From VA State Sen. Adam Ebbin’s office:
MARRIAGE EQUALITY LEGISLATION INTRODUCED IN VIRGINIA
Senator Adam Ebbin (D-Alexandria) and Delegate Mark Sickles (D-Fairfax) jointly put forward proposal to repeal discrimination from the Virginia Constitution and enshrine the right to marriage; Delegate-elect Rozia A. Henson, Jr. (D-Prince William) and Ebbin introduce similar statutory bills
Senator Adam Ebbin (D-Alexandria) and Delegate Mark Sickles (D-Fairfax) have introduced Senate Joint Resolution 11 and House Joint Resolution 9, proposed amendments to Virginia’s Constitution to repeal the discriminatory ban on marriage equality and enshrine an affirmative right to marriage for consenting Virginia couples.
Ebbin and Delegate-elect Rozia A. Henson, Jr. (D-Prince William) separately introduced House Bill 174 and Senate Bill 101 to guarantee the issuance of marriage licenses without regard to sex, gender or race of the two adults seeking to enter into a marriage.
“The General Assembly should advance SJR11 expeditiously so that Virginia voters can finally remove this discriminatory stain on our foundational document once and for all,” said Senator Ebbin.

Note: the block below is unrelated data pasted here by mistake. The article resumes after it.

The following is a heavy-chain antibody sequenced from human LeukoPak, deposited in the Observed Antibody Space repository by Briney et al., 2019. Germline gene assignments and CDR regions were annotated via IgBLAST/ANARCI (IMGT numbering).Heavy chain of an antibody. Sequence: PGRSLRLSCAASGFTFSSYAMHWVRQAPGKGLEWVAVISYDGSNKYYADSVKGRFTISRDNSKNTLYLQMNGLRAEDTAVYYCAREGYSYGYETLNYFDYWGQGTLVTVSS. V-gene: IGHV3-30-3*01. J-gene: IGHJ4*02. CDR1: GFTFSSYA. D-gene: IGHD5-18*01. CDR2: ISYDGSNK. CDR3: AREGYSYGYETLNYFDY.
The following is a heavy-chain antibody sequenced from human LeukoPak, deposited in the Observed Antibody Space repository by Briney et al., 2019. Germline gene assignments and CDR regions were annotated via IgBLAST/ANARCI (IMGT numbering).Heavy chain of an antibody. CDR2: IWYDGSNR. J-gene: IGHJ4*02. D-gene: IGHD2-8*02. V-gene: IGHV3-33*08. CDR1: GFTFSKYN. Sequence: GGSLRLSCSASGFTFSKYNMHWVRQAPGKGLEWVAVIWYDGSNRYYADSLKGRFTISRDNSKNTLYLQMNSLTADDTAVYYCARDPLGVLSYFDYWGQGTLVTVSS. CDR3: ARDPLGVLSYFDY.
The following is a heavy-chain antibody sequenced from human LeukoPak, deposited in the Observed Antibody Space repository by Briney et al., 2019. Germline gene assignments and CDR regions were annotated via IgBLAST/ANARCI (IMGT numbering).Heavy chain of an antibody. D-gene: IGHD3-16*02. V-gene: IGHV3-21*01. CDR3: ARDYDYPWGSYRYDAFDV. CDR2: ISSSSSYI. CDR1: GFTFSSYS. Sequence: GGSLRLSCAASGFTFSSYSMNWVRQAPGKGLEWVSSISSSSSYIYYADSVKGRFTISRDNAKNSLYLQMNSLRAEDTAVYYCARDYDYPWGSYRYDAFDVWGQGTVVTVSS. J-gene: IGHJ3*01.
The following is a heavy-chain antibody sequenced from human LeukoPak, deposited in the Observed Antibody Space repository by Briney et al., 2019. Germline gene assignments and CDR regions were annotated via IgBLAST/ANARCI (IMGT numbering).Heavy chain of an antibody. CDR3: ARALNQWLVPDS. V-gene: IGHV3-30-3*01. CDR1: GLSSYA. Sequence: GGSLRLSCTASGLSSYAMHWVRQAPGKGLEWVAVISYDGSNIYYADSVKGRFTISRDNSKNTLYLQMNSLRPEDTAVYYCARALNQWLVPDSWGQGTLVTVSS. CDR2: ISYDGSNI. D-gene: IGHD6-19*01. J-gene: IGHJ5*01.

“Virginians want a chance to remove the noxious marriage language that was added to our constitution in 2006. Over the years, minds have changed and over 1.8 million voters have come of age–this is not the constitution they want,” said Delegate Mark Sickles.
“Passing SJR11 and HJ9 is the first step in a multi-year process, which will culminate in a statewide referendum in the fall of 2026,” said Delegate-elect Rozia A. Henson, Jr. (D-Prince William). “That is why Senator Ebbin and I have also introduced legislation to codify marriage equality in Virginia’s Code – not just its Constitution – so that marriage equality is protected under Virginia law beginning July 1, 2024.”
After the Virginia Senate passed Ebbin’s constitutional amendment in 2023 on a bipartisan 25-14 vote, the effort was defeated in the House of Delegates. Opponents of the measure testified to legislators that the ban on marriage equality should remain in Virginia’s Constitution, reasoning that “The [Supreme] Court is clearly in position to reverse its erroneous 2015 decision.”